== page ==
As PCI Express enjoyed a significant boost in popularity due to its increased performance, pretty much any type of internal expansion card has been receiving upgrades for PCI express support over the old PCI. Worth mentioning are Bluetooth or USB expansion cards.

3. PCIe Formats and Sizes

There are so many PCI Express formats that you can get quickly overwhelmed if you’re trying to figure out whether a specific connection can be made without incompatibilities. It’s not always clear when you look for a new video card how to make the optimal choice in terms of PCI Express technologies.

One essential aspect regarding PCI Express to understand how this interface works is to make the distinction between the part that refers to the physical size and the one expressing the technology version.

Let’s look at the various PCI Express sizes and what each tries to define.

  • PCI Express x1 – 25 mm
  • PCI Express x4 – 39 mm
  • PCI Express x8 – 56 mm
  • PCI Express x16 – 89 mm

The number after the ‘x’ shows you how big is that card or slot. The larger PCI Express size also has a bigger number of pins and vice versa as shown down below.

  • PCI Express x1 – 18 pins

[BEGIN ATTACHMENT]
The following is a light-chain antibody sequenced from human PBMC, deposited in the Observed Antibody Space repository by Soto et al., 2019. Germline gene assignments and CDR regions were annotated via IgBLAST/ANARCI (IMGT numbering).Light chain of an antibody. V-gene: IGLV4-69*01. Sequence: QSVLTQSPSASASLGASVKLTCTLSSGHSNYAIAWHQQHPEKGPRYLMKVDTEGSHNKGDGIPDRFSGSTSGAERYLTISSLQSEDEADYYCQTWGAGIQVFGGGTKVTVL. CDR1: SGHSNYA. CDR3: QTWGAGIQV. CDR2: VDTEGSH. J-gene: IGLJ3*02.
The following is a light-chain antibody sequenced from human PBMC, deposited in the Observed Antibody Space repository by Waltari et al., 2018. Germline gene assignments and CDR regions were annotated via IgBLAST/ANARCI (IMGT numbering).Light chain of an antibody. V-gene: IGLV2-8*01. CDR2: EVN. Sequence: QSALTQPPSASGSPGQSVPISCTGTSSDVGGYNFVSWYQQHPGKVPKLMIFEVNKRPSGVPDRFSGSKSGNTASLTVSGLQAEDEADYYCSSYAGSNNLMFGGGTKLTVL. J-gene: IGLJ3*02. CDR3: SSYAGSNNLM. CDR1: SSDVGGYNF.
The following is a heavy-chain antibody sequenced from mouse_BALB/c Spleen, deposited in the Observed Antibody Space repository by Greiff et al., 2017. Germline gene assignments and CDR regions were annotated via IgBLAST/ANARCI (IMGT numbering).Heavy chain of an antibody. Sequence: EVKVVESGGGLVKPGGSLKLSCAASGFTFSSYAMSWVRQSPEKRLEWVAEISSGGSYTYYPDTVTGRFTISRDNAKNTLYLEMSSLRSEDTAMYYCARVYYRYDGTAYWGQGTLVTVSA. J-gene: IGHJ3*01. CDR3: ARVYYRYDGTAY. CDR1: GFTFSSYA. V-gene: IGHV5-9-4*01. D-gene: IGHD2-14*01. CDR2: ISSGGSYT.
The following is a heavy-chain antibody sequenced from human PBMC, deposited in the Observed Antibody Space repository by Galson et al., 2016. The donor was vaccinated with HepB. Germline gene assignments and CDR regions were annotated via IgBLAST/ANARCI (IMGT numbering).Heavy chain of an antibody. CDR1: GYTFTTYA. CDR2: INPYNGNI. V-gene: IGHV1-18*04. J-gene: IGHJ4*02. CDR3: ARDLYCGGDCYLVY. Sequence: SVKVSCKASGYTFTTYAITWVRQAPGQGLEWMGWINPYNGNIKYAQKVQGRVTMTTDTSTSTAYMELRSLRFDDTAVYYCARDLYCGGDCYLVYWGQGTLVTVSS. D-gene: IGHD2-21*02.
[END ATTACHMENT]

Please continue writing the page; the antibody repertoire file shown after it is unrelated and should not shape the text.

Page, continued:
• PCI Express x4 – 32 pins
  • PCI Express x8 – 49 pins
  • PCI Express x16 – 82 pins

A key element to understand here is that you will always have a little space in the PCI Express card or slot at the length of Pin 11. This means there’s a certain level of flexibility when it comes to using cards of a different size than the one accepted by the slot.

The simple rule to remember is that a PCI Express card can fit in any slot as long as it’s equal in size or larger. Basically, a PCIe x1 card should fit in larger slots like PCI Express x4, x8, or x16. The problem appears when trying to add, for example, a large PCIe x8 card in PCIe x1 or x4 slots. It doesn’t work that way. It’s only compatible with PCIe x8 or x16 slots.

This is just a rule of thumb. There can be exceptions when some cards fit in open-ended slots. This refers to those PCI Express slots which lack a stopper at the end. Performance-wise, bigger PCIe cards or slots are better so if you’re trying to make comparisons, you need to keep that in mind. Of course, that’s only assuming that you’re comparing cards or slots that work with the same version of PCI Express.

4. PCI Express Versions

If you look closely, you’ll notice that there’s a number coming after the PCIe label on any product that supports it. That refers to the version number. There are differences between the versions, but the good news is that you won’t have compatibility issues between any versions.